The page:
Imagine Rolls without Royce; Reggie Kray without Ronnie. Henry Royce was a fine engineer but no salesman. Reggie might have shown that crime could pay, but without psychopathic Ronnie he was hardly the stuff of legend. By the same token, this book cries out for a second author. One who can write engagingly, that is.
This book’s message is simple, encapsulated by its title, The Process Matters. In more colloquial language, the author’s theme is that it is not just what you do that matters, but how you do it. Some passages are interesting, such as those citing studies that show how processes designed to boost self-esteem can enable people to transcend bad news or at least cope with it better than they otherwise would have. There are also useful insights into change management, including a striking dichotomy drawn between optimists like Steve Jobs, interested in what can be, and those who owe their success to fear, as epitomised by the autobiography of Andy Grove, former chief executive of Intel, titled Only the Paranoid Survive. The chapter on ethical behaviour is also worth reading for counter-intuitive insights into why good people do bad things.
Yet ultimately, the book is a lost opportunity. Joel Brockner, an experimental psychologist, sticks to his comfort zone. By so doing, he misses a very important sociological reason why process matters. More specifically, scholars of symbols and symbolic behaviour in organisations believe that employee consultation mechanisms, grievance procedures and the like are a sham, aimed at making people feel as though they are involved and able to exert some control and obtain redress, when important decisions have already been made. Brockner also misses the power of rites and rituals in energising people and maintaining stability through troubled times.
Nor does the author dwell on the dangers of reverence for process. Studies have shown that market research can also be a sham, part of the rites of uncertainty reduction and one reason why so many poor products suck resources from good ones. Brockner has little to say, for example, about health professionals missing serious injuries to toddlers because they are more concerned about compiling paperwork than they are about examining the child and quizzing parents. The aforementioned chapter on ethicality highlights the pitfalls of rewarding results, but Brockner never really confronts the opposite danger. Rewarding managers for observing process may mean lots of meetings, lots of analysis, lots of studies and so forth, but no traction. Activity is not necessarily achievement.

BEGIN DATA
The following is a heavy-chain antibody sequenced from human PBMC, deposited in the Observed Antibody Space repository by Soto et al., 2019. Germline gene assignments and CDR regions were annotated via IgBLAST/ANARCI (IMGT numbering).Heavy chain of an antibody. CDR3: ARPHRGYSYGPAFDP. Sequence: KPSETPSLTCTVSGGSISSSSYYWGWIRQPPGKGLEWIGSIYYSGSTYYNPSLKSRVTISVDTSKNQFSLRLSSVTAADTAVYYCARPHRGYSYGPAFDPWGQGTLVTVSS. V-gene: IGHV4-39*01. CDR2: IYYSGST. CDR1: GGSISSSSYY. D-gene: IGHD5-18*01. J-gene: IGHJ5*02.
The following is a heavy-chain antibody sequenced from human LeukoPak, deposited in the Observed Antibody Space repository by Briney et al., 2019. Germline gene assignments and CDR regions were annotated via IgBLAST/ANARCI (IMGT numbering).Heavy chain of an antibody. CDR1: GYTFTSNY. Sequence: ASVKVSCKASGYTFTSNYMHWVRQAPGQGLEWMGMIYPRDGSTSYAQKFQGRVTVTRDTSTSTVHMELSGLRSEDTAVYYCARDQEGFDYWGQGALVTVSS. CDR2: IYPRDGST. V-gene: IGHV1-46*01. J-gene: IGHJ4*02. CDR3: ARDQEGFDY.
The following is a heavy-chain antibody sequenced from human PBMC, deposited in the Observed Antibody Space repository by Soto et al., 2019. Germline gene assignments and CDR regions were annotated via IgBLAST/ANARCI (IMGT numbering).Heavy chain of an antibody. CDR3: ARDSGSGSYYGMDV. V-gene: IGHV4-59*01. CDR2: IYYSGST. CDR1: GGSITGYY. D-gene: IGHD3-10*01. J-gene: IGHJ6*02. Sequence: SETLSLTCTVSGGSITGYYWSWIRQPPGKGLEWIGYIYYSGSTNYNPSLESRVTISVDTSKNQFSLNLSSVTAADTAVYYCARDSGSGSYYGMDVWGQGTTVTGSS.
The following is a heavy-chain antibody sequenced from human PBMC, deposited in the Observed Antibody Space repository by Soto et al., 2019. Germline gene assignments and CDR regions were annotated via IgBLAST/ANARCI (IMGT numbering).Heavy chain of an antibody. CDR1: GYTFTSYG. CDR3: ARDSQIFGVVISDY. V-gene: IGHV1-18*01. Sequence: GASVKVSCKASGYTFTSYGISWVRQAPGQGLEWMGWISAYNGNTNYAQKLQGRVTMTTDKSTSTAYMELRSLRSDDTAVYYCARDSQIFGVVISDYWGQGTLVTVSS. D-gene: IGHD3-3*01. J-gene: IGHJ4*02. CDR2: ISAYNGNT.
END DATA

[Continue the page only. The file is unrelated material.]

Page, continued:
Yet a longer single-authored book would only spin out the misery. Scholars may find ideas for research here, but it is hard to imagine a busy manager wading through its turgid, repetitive text and dull anecdotes. Some of the experiments described are interesting, but there are too many.
Moreover, the argument that the process matters (endlessly repeated) becomes self-defeating. As Brockner notes, implementing high-quality process in organisations is hard. But many of the benefits are apparently fleeting. Even the pain caused by poor process, such as a brusque termination interview, eventually passes. Besides, what matters more: ruffled feelings among the recently made redundant or a child so badly beaten that pathologists find a tooth in their stomach? The organisational processes that Brockner describes may matter to those on the receiving end. But in the wider view, many probably don’t matter that much, if at all.
Helga Drummond is professor of decision sciences, University of Liverpool.
The Process Matters: Engaging and Equipping People for Success
By Joel Brockner
Princeton University Press, 352pp, £19.95
ISBN 9780691165059 and 9781400865642 (e-book)
Published 18 November 2015